MORE than 20 people gathered at the new UK chain Topshop overnight in Sydney to be the first inside the store when it opens to the public this morning.
Minji Park, who is first in line at the store with her friend Rachel Gammel, said she sat down outside the shop on George Street at 4.30pm yesterday.
“I just wanted to be the first in line because it’s such a big event,” she told The Daily Telegraph this morning.
“I need some new singlets since summer is coming up soon.”
The 15-year-old described Topshop as an ASOS-like store.
Thousands expected at Topshop
International retail brands opening stores in Australia should help local operators as well as give shoppers the best the fashion world has to offer immediately, experts said yesterday.
With better designs, high levels of customer service, strong consumer engagement and lower prices, big-name retailers would challenge local brands to lift their game.
Highly popular UK chain Topshop opened its first Sydney store yesterday and expects to attract 30,000 people on the first day of trade. Sydney is now home to fast fashion retailers Zara and Gap. Uniqlo and River Island are confirmed to open next year and H&M is rumoured to be scouting for locations.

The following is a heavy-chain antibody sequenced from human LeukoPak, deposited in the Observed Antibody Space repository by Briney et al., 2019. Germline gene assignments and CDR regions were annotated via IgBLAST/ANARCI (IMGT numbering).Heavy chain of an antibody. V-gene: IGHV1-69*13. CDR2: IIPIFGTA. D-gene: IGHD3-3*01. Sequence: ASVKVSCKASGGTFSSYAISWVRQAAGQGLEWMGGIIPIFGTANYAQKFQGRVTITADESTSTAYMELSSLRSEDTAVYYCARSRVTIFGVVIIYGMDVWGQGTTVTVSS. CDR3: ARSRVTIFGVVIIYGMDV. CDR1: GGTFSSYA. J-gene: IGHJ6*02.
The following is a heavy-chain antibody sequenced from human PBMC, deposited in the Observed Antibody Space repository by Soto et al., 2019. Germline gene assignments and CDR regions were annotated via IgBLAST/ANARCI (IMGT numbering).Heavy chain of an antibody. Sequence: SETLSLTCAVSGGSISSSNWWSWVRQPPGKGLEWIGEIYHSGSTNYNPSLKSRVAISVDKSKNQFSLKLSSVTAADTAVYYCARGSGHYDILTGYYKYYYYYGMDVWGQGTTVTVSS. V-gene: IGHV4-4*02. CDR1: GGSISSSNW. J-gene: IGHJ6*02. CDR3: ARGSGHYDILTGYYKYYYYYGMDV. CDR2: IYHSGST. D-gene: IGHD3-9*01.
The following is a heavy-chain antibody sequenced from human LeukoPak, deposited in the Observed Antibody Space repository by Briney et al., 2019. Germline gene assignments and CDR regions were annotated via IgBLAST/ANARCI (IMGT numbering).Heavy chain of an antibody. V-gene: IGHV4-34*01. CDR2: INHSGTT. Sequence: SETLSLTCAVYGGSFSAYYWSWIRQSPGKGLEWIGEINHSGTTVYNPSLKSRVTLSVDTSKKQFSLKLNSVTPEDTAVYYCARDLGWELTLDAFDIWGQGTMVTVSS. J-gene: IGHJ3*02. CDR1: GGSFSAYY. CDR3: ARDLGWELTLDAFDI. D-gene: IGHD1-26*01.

Executive director of the Australian Retail Association Russell Zimmerman believes Topshop’s arrival will have a positive impact on the local market.
“It’s an exciting new retailer in the old Gowings building, it puts people into the precinct and it means a lot more people shopping,” he said.
Although retail is struggling, Topshop chairman Hilton Seskin isn’t worried about attracting customers.
“The appetite to shop is there,” he said.
“I think the whole of Australia has to readjust themselves in the way we address retail and deliver product.”
Retail strategy consultants Retail Oasis’ spokesperson Nerida Jenkins said retailers needed to be open to change.
“For a long time retailers were able to have a closed marketplace in which to operate and the opening of competitive landscape from online and now retail upped the ante on companies to up their offer and engagement with their consumers,” she said.
“Local fashion has reached a flat period in terms of design, product, in-store experience and branding.”
Mr Seskin believes local labels need to rethink their strategy in order to survive.
“People want everything now, they look online and there’s a visibility to what’s happening in fashion,” he said.